The text used for the opening night speech of An urban dialogue, held at x88 Gallery on Saturday 2nd May 2015 as part of the Head On Photo Festival.
[Some hellos, thank yous, asides and jokes…then...]
As photographers we are in constant dialogue with our surroundings, surroundings that are in persistent flux as we walk through them. You are almost always paying close attention to what’s going on around you, what people are doing, what the architecture is like, the space more generally, how people are using it, what the weather’s like, how the light is hitting the scene and the way the light shifts throughout the year and illuminates different patches and different vistas. Plus any number of other things. And then you try and understand, however unconsciously, what patterns this makes. You do this no matter whether or not your camera is on you or in use.
This conversation and interaction coalesces in many different forms. In photography in contrast to many other art forms, there is a pervasive notion of truth and neutrality. Both are of course spurious in reality. However much truth or attempted objectivity there is present, there is no fundamental truth. The camera and the photographer cast their judgements over the scene as surely as they press the button to release the shutter.
The camera and the photographer contextualise by decontextualising. By framing a scene, we inherently choose what to include and what to exclude. Some of that which is excluded we try to imply but much of it is simply not there. Left out of the reality we present. To get all Rumsfeldian, What is now there, is shaped by things now not there. - But how are we as viewers to know in what ways this happens? So the truth given to us is a limited one and one where much trust is asked by the photographer.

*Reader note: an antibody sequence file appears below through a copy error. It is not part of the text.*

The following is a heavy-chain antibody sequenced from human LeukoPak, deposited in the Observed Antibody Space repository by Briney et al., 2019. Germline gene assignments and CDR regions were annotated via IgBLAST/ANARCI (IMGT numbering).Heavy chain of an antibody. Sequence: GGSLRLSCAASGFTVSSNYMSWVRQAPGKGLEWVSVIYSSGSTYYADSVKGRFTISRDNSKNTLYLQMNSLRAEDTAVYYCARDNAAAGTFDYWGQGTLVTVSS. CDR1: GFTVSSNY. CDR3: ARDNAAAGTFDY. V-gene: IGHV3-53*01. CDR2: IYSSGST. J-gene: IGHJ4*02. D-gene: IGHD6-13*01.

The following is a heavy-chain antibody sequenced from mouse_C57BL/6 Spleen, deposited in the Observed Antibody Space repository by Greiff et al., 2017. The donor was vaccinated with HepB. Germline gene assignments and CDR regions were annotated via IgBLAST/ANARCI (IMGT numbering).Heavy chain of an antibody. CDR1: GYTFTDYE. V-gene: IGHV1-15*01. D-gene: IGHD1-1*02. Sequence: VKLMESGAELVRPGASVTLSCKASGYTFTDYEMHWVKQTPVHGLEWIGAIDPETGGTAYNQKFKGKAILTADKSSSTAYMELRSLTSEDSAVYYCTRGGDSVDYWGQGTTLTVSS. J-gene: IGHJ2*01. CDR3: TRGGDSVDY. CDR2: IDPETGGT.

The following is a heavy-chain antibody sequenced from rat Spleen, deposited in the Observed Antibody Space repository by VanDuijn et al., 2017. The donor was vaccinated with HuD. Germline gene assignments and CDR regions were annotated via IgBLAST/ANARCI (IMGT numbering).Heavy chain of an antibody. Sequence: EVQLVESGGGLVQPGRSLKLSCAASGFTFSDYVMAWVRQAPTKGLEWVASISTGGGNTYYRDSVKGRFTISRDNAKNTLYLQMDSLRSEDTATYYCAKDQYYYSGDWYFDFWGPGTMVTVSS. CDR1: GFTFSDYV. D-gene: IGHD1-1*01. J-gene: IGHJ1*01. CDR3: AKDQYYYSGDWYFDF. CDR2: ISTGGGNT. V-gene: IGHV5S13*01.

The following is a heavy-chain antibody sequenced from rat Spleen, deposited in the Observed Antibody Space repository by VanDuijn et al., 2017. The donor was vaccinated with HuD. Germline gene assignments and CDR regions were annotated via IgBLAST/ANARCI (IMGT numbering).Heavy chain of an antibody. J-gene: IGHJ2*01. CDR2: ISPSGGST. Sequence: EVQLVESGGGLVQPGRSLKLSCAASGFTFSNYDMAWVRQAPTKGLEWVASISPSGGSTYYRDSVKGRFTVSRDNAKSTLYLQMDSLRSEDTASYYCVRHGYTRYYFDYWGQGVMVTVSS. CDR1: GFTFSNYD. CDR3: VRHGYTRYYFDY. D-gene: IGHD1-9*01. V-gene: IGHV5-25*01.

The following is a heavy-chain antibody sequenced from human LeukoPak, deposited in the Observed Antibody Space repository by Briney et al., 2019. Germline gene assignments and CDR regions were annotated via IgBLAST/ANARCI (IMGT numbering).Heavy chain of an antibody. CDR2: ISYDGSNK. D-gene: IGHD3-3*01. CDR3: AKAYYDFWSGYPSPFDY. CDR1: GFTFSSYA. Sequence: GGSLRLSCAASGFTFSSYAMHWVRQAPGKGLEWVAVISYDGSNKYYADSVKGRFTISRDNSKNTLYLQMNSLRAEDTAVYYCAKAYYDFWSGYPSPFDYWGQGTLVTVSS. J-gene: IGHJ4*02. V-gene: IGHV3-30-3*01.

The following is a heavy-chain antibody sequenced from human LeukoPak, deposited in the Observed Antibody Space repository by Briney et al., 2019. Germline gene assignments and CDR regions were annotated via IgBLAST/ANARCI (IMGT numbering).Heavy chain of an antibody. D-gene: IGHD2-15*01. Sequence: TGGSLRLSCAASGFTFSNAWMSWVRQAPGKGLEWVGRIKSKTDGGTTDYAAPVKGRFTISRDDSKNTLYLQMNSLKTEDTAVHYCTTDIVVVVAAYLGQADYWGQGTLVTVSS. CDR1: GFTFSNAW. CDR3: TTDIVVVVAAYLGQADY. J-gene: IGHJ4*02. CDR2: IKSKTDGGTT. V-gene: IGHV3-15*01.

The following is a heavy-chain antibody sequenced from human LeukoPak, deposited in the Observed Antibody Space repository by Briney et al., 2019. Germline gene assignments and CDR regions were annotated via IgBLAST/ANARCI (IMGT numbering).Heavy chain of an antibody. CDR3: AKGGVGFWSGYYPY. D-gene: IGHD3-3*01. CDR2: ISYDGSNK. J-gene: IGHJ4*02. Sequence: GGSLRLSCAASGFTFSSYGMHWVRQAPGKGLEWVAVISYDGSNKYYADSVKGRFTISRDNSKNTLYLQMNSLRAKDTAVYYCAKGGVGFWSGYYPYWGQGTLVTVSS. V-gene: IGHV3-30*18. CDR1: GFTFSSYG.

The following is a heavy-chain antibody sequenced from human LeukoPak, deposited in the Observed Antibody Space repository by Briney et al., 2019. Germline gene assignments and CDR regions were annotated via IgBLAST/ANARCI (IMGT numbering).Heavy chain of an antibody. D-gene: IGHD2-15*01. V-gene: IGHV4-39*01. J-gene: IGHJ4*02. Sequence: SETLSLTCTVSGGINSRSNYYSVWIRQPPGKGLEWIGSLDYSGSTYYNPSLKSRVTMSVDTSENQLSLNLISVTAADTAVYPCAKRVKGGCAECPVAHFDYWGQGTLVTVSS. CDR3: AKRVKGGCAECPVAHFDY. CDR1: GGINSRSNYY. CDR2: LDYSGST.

Much photography relies on elements of this, especially when the scene is familiar. This familiarity can be based on knowing the physical location of the photo well, or perhaps we simply know the mood the photograph captures, so intimately that we respond with ease and familiarity. But our notion of familiarity can be more based on a built up understanding of what a certain type of scene should look like. The most obvious examples here are war and natural disaster photography. Both rely to some extent on assumptions about what these spaces should look like, assumptions that have been largely built up by earlier images, both still and moving. But whichever way that familiarity is being utilised, our sense of the world and its emotional relationship to us, is to a large extent, reinforced.
A different type of photographic approach, and one which also plays with these notions of truth, witness and representation, is that which attempts to show the familiar or the mundane, in a way that makes it other. Makes it strange and perhaps exotic. It takes away from us our familiarities and gives them back changed. Altered. And when we get back these familiar but altered realities, we expand our understanding of the world and our place in it, along with the possibilities contained within each moment of our lives and worlds.
It is these, what I like to think of as ‘secret’ or ‘hidden’ views of the world, that the camera and the photographer’s eye are especially well equipped to capture, … with its blending and shifting of contexts, it’s blurred notions of truth, imagination and fiction, that are created when you frame a scene and isolate it.
So we hope you each find amongst these photos some otherwise almost obscured vision of your usually familiar surroundings, now illuminated.